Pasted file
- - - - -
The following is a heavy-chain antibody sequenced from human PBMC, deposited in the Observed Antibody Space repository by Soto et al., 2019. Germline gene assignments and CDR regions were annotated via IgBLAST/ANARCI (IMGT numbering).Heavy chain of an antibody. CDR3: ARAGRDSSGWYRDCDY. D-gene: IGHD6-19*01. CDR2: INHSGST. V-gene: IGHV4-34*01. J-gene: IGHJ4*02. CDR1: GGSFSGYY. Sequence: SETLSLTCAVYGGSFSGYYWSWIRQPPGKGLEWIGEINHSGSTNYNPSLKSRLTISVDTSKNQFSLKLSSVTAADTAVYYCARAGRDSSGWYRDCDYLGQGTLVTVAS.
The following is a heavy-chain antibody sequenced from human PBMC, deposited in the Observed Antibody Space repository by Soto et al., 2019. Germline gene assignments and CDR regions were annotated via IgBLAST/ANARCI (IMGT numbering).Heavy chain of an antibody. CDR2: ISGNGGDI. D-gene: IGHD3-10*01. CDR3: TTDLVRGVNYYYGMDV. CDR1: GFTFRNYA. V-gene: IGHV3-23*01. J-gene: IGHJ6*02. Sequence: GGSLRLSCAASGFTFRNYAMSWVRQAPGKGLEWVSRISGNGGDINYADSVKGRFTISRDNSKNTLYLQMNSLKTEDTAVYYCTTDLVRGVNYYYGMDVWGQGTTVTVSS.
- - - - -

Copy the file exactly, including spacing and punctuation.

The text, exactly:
The following is a heavy-chain antibody sequenced from human PBMC, deposited in the Observed Antibody Space repository by Soto et al., 2019. Germline gene assignments and CDR regions were annotated via IgBLAST/ANARCI (IMGT numbering).Heavy chain of an antibody. CDR3: ARAGRDSSGWYRDCDY. D-gene: IGHD6-19*01. CDR2: INHSGST. V-gene: IGHV4-34*01. J-gene: IGHJ4*02. CDR1: GGSFSGYY. Sequence: SETLSLTCAVYGGSFSGYYWSWIRQPPGKGLEWIGEINHSGSTNYNPSLKSRLTISVDTSKNQFSLKLSSVTAADTAVYYCARAGRDSSGWYRDCDYLGQGTLVTVAS.
The following is a heavy-chain antibody sequenced from human PBMC, deposited in the Observed Antibody Space repository by Soto et al., 2019. Germline gene assignments and CDR regions were annotated via IgBLAST/ANARCI (IMGT numbering).Heavy chain of an antibody. CDR2: ISGNGGDI. D-gene: IGHD3-10*01. CDR3: TTDLVRGVNYYYGMDV. CDR1: GFTFRNYA. V-gene: IGHV3-23*01. J-gene: IGHJ6*02. Sequence: GGSLRLSCAASGFTFRNYAMSWVRQAPGKGLEWVSRISGNGGDINYADSVKGRFTISRDNSKNTLYLQMNSLKTEDTAVYYCTTDLVRGVNYYYGMDVWGQGTTVTVSS.